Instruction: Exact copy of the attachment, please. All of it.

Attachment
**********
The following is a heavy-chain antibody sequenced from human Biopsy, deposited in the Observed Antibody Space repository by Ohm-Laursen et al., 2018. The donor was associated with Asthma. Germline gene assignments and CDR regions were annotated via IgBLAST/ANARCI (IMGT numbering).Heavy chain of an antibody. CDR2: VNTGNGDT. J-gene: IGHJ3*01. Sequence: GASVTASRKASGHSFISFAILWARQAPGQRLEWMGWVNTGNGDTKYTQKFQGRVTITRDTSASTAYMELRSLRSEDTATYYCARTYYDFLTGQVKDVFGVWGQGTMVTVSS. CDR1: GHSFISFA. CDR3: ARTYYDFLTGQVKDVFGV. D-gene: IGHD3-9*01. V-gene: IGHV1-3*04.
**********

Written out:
The following is a heavy-chain antibody sequenced from human Biopsy, deposited in the Observed Antibody Space repository by Ohm-Laursen et al., 2018. The donor was associated with Asthma. Germline gene assignments and CDR regions were annotated via IgBLAST/ANARCI (IMGT numbering).Heavy chain of an antibody. CDR2: VNTGNGDT. J-gene: IGHJ3*01. Sequence: GASVTASRKASGHSFISFAILWARQAPGQRLEWMGWVNTGNGDTKYTQKFQGRVTITRDTSASTAYMELRSLRSEDTATYYCARTYYDFLTGQVKDVFGVWGQGTMVTVSS. CDR1: GHSFISFA. CDR3: ARTYYDFLTGQVKDVFGV. D-gene: IGHD3-9*01. V-gene: IGHV1-3*04.